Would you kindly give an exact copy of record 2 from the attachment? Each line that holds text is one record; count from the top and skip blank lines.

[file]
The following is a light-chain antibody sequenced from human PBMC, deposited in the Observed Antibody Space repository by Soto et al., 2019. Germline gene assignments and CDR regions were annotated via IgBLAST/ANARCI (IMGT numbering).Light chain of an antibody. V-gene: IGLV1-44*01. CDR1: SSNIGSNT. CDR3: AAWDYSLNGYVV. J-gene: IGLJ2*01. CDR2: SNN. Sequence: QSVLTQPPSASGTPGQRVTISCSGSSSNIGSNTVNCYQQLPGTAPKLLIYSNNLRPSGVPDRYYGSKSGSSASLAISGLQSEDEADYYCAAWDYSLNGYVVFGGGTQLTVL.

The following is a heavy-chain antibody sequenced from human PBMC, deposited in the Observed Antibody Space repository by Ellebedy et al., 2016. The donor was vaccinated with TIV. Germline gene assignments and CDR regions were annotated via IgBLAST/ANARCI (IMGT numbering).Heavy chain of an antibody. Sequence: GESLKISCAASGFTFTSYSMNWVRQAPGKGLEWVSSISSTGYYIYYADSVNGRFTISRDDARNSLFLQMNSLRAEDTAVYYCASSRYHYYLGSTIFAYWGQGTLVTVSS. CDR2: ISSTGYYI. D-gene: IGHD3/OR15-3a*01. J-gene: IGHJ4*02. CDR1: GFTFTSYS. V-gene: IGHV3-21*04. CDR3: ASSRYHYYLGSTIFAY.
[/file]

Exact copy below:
The following is a heavy-chain antibody sequenced from human PBMC, deposited in the Observed Antibody Space repository by Ellebedy et al., 2016. The donor was vaccinated with TIV. Germline gene assignments and CDR regions were annotated via IgBLAST/ANARCI (IMGT numbering).Heavy chain of an antibody. Sequence: GESLKISCAASGFTFTSYSMNWVRQAPGKGLEWVSSISSTGYYIYYADSVNGRFTISRDDARNSLFLQMNSLRAEDTAVYYCASSRYHYYLGSTIFAYWGQGTLVTVSS. CDR2: ISSTGYYI. D-gene: IGHD3/OR15-3a*01. J-gene: IGHJ4*02. CDR1: GFTFTSYS. V-gene: IGHV3-21*04. CDR3: ASSRYHYYLGSTIFAY.